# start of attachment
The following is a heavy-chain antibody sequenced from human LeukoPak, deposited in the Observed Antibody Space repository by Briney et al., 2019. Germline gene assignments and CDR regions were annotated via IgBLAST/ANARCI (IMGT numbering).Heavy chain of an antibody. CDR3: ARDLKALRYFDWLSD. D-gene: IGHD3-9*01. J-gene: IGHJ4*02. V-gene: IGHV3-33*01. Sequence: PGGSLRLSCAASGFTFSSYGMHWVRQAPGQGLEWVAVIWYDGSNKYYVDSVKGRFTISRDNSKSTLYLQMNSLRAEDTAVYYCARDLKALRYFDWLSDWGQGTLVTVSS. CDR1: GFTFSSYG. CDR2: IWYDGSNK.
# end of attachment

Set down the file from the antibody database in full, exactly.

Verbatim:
The following is a heavy-chain antibody sequenced from human LeukoPak, deposited in the Observed Antibody Space repository by Briney et al., 2019. Germline gene assignments and CDR regions were annotated via IgBLAST/ANARCI (IMGT numbering).Heavy chain of an antibody. CDR3: ARDLKALRYFDWLSD. D-gene: IGHD3-9*01. J-gene: IGHJ4*02. V-gene: IGHV3-33*01. Sequence: PGGSLRLSCAASGFTFSSYGMHWVRQAPGQGLEWVAVIWYDGSNKYYVDSVKGRFTISRDNSKSTLYLQMNSLRAEDTAVYYCARDLKALRYFDWLSDWGQGTLVTVSS. CDR1: GFTFSSYG. CDR2: IWYDGSNK.